Bharat Electronics (BEL), a public sector aerospace and defence electronics company, is planning a foray into the semiconductor manufacturing business in consortium with other companies. BEL is looking at putting up a fab (semiconductor chip) factory along with Hindustan Aeronautical (HAL), Dinesh Kumar Batra, chairman and managing director, Bharat Electronics, said.
“At the moment we are looking at very big investment plans. These are under scrutiny and approvals of our ministry,” he added. The fab project would likely mean investment worth Rs 25,000-30,000 crore.
“BEL would be chipping in with around Rs 3,000 crore, but these are premature estimates…” he said. The remaining comes from partners and the rest from the central and state government subsidy/incentives, he indicated. “We are open for any capex. We are a zero-debt company with cash reserves and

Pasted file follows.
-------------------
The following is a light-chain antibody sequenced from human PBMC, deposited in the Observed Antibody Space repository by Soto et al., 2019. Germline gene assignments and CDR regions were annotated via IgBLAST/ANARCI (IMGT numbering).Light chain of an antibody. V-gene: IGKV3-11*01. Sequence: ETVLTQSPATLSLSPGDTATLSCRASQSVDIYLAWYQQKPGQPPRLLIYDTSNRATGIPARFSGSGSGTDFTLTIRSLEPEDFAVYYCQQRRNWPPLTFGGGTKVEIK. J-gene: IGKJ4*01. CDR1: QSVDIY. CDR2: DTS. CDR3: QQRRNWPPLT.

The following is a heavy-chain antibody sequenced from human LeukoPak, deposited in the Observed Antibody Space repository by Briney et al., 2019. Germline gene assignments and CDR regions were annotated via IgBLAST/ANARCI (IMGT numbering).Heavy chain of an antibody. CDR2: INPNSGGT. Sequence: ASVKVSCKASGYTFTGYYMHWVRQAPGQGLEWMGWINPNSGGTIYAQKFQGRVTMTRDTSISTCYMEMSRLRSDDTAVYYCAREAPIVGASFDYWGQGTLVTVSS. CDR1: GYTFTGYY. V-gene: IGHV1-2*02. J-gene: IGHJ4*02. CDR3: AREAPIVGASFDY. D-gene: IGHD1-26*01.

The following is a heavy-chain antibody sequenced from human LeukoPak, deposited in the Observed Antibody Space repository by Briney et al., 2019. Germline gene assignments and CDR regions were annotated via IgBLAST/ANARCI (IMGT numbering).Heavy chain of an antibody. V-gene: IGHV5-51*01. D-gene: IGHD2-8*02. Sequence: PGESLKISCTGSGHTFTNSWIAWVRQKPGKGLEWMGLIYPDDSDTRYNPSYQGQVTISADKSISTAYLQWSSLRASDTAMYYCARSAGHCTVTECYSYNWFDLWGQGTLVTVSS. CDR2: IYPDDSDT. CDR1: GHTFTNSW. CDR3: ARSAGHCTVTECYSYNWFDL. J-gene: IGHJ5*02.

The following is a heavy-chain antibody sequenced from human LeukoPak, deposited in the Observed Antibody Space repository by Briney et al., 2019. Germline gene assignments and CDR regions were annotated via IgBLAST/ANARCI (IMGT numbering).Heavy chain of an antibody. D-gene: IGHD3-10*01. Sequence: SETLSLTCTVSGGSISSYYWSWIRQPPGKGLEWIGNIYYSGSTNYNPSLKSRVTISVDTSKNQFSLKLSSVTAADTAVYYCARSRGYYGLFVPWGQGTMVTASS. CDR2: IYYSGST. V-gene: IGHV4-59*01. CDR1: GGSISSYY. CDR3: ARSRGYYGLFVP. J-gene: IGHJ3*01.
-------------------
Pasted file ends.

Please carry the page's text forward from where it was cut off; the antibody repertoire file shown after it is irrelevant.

we can do the leveraging to any extent,” Batra said.The company was also getting into indigenously manufacturing lithium ion cells, battery management systems, and end-to-end solar cell and panel manufacturing. Batra was in Pune to inaugurate the battery automated assembly plant at the BEL unit, which would be making the battery packs. They have tied up with automotive OEMs in Pune to supply the battery packs. An R&D plant has come up in Pune with a 5 MW capacity. Once they are comfortable manufacturing lithium cells, big investments would be made in this business, Batra said. BEL would be making Li-Ion LFP (Lithium Iron Phosphate – LiFePO4) chemistry with long cycle life for EV applications. BEL has collaborated with NSTL (DRDO) for the Li-Ion cell technology. BEL has established a pilot plant for Li-Ion prismatic cell development and manufacturing. On the rationale behind BEL’s diversification, Batra said, though they are a monopolistic supplier of defence electronics with 80% of the turnover last year coming from defence manufacturing, this market was opening up.
“With 100% FDI allowed and automatic approvals, many companies are entering this space, and in times to come, there would be no special treatment to government-owned firms and the pie would have to be shared by many others,” Batra pointed out.